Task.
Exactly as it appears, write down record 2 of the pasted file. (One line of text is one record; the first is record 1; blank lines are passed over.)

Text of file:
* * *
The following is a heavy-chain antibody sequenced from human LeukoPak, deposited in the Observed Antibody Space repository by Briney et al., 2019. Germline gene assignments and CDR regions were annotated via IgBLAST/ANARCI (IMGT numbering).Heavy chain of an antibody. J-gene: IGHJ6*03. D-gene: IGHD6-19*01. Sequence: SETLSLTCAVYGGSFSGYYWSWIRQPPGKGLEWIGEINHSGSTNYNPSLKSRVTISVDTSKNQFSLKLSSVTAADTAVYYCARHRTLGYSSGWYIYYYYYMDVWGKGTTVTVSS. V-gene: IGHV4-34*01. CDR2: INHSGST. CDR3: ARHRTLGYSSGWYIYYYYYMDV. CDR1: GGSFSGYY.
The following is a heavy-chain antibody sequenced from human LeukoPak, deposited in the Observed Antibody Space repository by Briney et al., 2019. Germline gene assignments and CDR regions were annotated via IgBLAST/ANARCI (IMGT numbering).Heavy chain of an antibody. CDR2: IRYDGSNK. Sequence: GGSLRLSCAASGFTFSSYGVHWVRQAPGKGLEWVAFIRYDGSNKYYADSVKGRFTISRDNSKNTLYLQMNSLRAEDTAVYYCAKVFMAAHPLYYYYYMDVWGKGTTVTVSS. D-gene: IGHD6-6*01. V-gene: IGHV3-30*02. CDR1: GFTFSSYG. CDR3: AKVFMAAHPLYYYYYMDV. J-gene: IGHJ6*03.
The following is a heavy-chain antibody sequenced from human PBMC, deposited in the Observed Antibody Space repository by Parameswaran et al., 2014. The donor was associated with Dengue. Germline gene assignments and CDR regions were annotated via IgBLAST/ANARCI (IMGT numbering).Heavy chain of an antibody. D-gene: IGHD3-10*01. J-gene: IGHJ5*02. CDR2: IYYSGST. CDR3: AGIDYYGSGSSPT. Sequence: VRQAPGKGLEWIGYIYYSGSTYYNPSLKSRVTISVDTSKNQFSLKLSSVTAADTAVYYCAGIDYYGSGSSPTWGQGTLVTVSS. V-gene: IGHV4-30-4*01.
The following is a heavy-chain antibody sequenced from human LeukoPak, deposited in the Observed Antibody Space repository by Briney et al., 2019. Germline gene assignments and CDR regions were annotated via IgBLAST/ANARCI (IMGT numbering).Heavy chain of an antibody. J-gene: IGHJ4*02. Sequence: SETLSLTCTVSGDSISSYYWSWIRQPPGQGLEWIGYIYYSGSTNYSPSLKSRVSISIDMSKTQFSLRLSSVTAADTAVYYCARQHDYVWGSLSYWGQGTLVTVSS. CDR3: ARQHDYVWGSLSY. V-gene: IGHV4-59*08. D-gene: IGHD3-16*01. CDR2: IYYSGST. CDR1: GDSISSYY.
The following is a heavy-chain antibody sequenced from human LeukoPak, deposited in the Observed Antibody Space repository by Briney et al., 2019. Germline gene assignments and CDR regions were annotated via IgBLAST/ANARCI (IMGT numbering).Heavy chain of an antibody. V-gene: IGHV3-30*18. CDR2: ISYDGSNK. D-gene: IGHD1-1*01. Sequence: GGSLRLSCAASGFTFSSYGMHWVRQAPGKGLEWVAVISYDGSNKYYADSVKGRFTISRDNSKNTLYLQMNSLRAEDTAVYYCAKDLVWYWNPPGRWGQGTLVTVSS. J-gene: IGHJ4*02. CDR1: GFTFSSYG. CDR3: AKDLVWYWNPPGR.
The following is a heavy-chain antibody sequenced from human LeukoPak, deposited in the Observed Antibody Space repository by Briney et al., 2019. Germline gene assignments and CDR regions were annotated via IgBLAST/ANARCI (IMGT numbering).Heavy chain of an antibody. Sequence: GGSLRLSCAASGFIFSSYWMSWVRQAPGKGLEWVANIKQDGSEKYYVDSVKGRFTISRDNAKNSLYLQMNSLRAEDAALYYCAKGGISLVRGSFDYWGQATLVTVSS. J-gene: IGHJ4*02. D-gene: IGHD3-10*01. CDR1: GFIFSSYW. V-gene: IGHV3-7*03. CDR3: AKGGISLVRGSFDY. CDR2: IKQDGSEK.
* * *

The following is a heavy-chain antibody sequenced from human LeukoPak, deposited in the Observed Antibody Space repository by Briney et al., 2019. Germline gene assignments and CDR regions were annotated via IgBLAST/ANARCI (IMGT numbering).Heavy chain of an antibody. CDR2: IRYDGSNK. Sequence: GGSLRLSCAASGFTFSSYGVHWVRQAPGKGLEWVAFIRYDGSNKYYADSVKGRFTISRDNSKNTLYLQMNSLRAEDTAVYYCAKVFMAAHPLYYYYYMDVWGKGTTVTVSS. D-gene: IGHD6-6*01. V-gene: IGHV3-30*02. CDR1: GFTFSSYG. CDR3: AKVFMAAHPLYYYYYMDV. J-gene: IGHJ6*03.